The short answer according to longstanding FTC guidance is 6 months from launch, with a little extra time built in if you do a limited test launch first. This rule has been on the books a long time but not actively enforced. The FTC likely has better things to do with its resources than protecting those who may be moved to purchase based on a product being new to market when it has been around awhile.
But “new” claims are often examined at the NAD. They recently brought a monitoring case against Tiffany & Co. A monitoring case is one NAD brings itself based on its review of ads not based on a challenger or consumer starting an action. Here the NAD looked at claims for Rubedo jewelry that Tiffany had created a “new jeweler’s metal” combining primarily gold, silver and copper for a pink toned metal. The NAD inquired as to whether this really was new and even if so if it implied a new element in the periodic table. Tiffany’s had applied to patent its new metal and had advertised as new for less than 6 months. Not messing around, Tiffany submitted an expert report from an MIT professor opining the metal was a new precious metal alloy development. NAD concluded the product was in fact “new”. And answered its own question that consumers would not reasonably interpret the claim that a new element had been found but that “new” would be understood as a new metal alloy. This is one of the rare monitoring cases where NAD rendered a decision for the advertiser. NAD did appreciate that Tiffany had already discontinued a different claim that Rubedo contained the riches of gold and the brilliance of silver as it was concerned this might overstate its value. NAD administratively closed this portion of the case.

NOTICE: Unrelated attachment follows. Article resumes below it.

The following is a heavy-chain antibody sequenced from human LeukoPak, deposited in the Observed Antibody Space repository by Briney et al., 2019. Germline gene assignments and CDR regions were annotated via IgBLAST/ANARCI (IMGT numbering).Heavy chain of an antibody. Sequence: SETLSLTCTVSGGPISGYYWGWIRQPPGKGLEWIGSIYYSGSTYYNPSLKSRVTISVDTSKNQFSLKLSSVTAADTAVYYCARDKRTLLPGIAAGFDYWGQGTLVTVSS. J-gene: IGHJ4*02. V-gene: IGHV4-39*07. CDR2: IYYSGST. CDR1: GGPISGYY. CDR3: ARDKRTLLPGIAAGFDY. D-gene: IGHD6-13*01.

So while many do not view being challenged by the NAD with rose colored glasses, the decision was certainly in the pink (or the Rubedo) for Tiffany.